Power Ventures Didn't Violate Spam Law By Inviting Facebook Users To Join

In a mixed ruling, a federal appellate court has said that shuttered social networking aggregation service Power Ventures and its founder, Steve Vachani, didn't violate spam laws by sending unsolicited invitations to Facebook users.

But the 9th Circuit Court of Appeals also said Power violated the Computer Fraud and Abuse Act by accessing Facebook's site after the company told Power to stop doing so.

The decision, issued Tuesday, vacates U.S. District Court Judge Lucy Koh's 2013 order requiring Power and Vachani to pay around $3 million to Facebook.

The dispute between the companies dates to 2008, when Facebook alleged in a lawsuit that Power violated anti-spam laws and computer fraud laws in order to grow its service.

Power aggregated data from different social networking sites, enabling people with accounts through MySpace, LinkedIn, Twitter and other services to access all of their information from one portal. To accomplish this, Power asked users to provide log-in information for their social networking sites and then imported people's information. Power then contacted users' friends and invited them to join, but made it appear as if the emails came from "The Facebook Team."

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Facebook argued that its terms of service prohibit people from providing user names and passwords, and that Power induced Facebook members to violate those terms. Facebook also said that the emails sent by Power violated the federal CAN-SPAM law on the ground that they were misleading.

A three-judge panel of the 9th Circuit said that Power's promotional emails weren't "materially" misleading -- even though the "from" field of the messages identified Facebook as the sender.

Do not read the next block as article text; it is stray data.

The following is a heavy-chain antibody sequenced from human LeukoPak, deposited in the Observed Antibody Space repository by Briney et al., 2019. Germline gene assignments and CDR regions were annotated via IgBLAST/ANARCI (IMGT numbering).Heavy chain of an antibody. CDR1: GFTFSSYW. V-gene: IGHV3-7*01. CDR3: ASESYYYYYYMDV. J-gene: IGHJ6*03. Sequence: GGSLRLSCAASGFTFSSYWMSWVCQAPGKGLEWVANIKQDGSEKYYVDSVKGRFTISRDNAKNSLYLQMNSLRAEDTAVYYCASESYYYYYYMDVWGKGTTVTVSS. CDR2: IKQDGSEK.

"A Power user gave Power permission to share a promotion, Power then accessed that user’s Facebook data, and Facebook crafted and caused form e-mails to be sent to recipients," the appellate judges wrote. "Because more than one person may be considered to have initiated the message, we hold that, within the meaning of the statute, Power’s users, Power, and Facebook all initiated the messages at issue."

But the appellate panel found that Power violated the Computer Fraud and Abuse Act by continuing to access Facebook's site after the company sent a cease and desist letter to Power in late 2008.

"Facebook’s cease and desist letter informed Power that it had violated Facebook’s terms of use and demanded that Power stop soliciting Facebook users’ information, using Facebook content, or otherwise interacting with Facebook through automated scripts," the court wrote. "Facebook then imposed IP blocks in an effort to prevent Power’s continued access. The record shows unequivocally that Power knew that it no longer had authorization to access Facebook’s computers, but continued to do so anyway."

That portion of the ruling drew criticism today from George Washington Law School professor Orin Kerr, who points out that Power had the permission of Facebook users to access their data.

"The web is a publishing platform, and everyone is inherently authorized to visit a public website," he wrote at the Volokh Conspiracy. "Power also accessed the individual accounts of users acting as their agents. But as I see it, that’s not enough to constitute a computer trespass because it’s within the permission of the user and acting as the user’s agent."

The appellate court sent the case back to the district court for the Northern District of California for new damages calculations; the appellate judges said that figure should reflect damages from the time period after Power received Facebook's demand to stop accessing its servers.

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